It is not that our life is so short, it is that we waste so much of them. – Seneca
In my Individual Preparedness Plan series, I thought it necessary to talk about priorities in preparing. Today’s topic: Functional fitness.
I read something the other day about the popular Doomsday Preppers show. It seems that the producers of the show interview potential want-to-be-on-TV preppers and make them choose one doomsday scenario to highlight during their episode. I’ve never seen a full show, maybe one or two 5 minute segments, so I’m in no position to critique or criticize. I’m sure that those folks are preparing for more than that one potential catastrophe, right?
We all have our own reasons for preparing. Some are concerned about possible job loss and not getting that coveted gold watch after 30 years. Others worry about economic collapse, EMP attack, peak oil, government tyranny, zombie bikers, the golden hoard, natural disasters, and all manner of boogie man-isms like alien invasions. No matter the flavor of the brown stuff hitting the fan, being physically, mentally, and spiritually able to deal with chaos only increases your chances of survival. Let’s cover physical fitness priorities first.
I’m still amazed at the total lack of emphasis on being physically fit to handle the extra stress in survival situations. Claire Wolfe posted a letter of thanks from “just waiting” to her Commentariat related to clean up from Hurricane Sandy. Imagine the physical stamina needed for any common desk jockey to have to rip up storm soaked carpet and pad, soggy furniture, and mold infested drywall to the curb. Overwhelming. Preparing our bodies to handle the added stress in these situations should be done in advance. I’ve yet to come up with a workout tailored for alien invasions. Any suggestions? Until an invasion of green beings is imminent, we should focus on the practical benefits of being strong so we can be useful.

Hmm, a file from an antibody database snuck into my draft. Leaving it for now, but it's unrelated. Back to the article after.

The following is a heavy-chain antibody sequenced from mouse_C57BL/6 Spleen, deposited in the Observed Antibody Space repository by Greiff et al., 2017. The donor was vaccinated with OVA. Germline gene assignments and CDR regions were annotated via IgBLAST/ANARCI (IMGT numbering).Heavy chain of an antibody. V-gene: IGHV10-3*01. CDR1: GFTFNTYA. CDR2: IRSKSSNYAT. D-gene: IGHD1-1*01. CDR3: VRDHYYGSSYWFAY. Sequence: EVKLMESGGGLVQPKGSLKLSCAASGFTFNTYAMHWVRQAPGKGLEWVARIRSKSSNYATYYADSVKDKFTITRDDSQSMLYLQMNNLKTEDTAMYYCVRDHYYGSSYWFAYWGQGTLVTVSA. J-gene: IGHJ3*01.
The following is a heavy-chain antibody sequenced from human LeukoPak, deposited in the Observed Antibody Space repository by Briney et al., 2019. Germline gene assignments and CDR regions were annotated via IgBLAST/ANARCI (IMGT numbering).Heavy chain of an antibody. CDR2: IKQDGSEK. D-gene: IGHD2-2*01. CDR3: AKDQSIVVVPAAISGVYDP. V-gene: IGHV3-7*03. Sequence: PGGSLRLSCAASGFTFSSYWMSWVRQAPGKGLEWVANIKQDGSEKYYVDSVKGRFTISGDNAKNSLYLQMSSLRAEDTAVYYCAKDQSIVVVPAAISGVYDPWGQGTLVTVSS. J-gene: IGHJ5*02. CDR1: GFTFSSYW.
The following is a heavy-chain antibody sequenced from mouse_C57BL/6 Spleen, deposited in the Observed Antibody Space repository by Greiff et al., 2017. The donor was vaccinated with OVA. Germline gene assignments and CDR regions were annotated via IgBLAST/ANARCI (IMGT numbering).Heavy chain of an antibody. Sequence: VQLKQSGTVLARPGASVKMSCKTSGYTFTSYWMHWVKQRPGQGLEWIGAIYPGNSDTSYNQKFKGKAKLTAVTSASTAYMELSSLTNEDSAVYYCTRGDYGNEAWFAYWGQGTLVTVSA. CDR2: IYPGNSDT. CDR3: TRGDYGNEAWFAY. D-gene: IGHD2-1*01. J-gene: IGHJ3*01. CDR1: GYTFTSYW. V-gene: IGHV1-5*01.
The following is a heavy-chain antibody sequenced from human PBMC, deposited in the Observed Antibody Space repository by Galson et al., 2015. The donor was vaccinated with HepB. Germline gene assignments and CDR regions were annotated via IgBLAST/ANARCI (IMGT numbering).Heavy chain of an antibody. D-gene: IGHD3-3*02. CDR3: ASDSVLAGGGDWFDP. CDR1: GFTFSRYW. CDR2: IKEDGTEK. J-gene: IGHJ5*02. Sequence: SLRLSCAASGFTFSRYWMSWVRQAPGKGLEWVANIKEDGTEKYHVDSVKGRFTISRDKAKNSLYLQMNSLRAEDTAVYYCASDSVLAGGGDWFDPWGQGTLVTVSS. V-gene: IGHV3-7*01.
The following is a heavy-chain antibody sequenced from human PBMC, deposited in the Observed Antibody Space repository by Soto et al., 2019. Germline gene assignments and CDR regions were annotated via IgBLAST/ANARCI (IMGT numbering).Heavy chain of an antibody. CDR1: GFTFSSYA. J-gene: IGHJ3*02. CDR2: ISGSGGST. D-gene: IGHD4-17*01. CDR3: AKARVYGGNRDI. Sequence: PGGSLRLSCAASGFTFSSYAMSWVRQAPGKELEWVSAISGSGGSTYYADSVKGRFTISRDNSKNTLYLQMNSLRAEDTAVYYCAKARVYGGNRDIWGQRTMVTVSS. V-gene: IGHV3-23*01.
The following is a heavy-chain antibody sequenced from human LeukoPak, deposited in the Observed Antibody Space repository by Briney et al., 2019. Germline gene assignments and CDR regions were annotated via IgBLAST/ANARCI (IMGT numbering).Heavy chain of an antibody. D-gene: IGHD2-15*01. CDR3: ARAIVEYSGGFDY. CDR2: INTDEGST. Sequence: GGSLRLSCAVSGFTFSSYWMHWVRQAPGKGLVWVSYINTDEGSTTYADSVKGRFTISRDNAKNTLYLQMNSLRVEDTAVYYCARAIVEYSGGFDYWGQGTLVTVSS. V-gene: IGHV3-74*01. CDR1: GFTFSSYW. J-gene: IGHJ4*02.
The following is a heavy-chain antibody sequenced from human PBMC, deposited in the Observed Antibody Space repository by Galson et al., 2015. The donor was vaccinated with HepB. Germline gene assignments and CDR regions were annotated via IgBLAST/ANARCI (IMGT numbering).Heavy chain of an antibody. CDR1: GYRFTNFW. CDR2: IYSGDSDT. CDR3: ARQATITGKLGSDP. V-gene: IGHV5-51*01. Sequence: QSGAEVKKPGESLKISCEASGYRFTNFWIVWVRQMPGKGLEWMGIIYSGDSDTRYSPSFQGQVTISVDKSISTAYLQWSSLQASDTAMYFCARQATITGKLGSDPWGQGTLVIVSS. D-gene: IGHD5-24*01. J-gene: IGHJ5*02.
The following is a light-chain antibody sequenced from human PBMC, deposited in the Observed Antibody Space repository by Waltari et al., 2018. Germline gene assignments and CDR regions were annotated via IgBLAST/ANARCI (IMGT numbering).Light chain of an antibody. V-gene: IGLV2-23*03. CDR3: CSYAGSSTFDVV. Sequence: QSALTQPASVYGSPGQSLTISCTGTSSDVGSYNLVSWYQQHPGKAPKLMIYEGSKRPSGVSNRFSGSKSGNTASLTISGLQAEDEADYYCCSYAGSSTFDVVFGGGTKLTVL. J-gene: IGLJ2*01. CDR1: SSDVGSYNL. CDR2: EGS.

With Dirt Road Girl waging war on her cancer, I’ve been very cyclical in my approach to “working out.” Time to get my sweat on. I wedged this phrase in quotation marks for a reason. “Working out” is the path to fitness according to buff experts. Three to four times a week of weight training, squeezed in between a couple of cronic-cardio routines, a yoga class or two, and monotonous hours of sweating to Richard Simmons’ videos is not my idea fun. That goes for P90X and CrossFit. I have great admiration for practitioners of these way-intense fitness programs. It’s just not for me. Number one: My routine has to fit my primal lifestyle. Number two: I refuse to spend money on gym memberships, gadgets, and other shiny stuff to stay fit. About a month after the giving frenzy of Christmas, millions of shiny fitness objects will be laid to rest in the basement corner or closet.
There’s a better way. If you give me a moment, I’ll show how to develop fitness that is both functional and useful in the real world, and possibly in a post TEOTWAWKI world. I say possibly because I’ve never experienced the end of the world.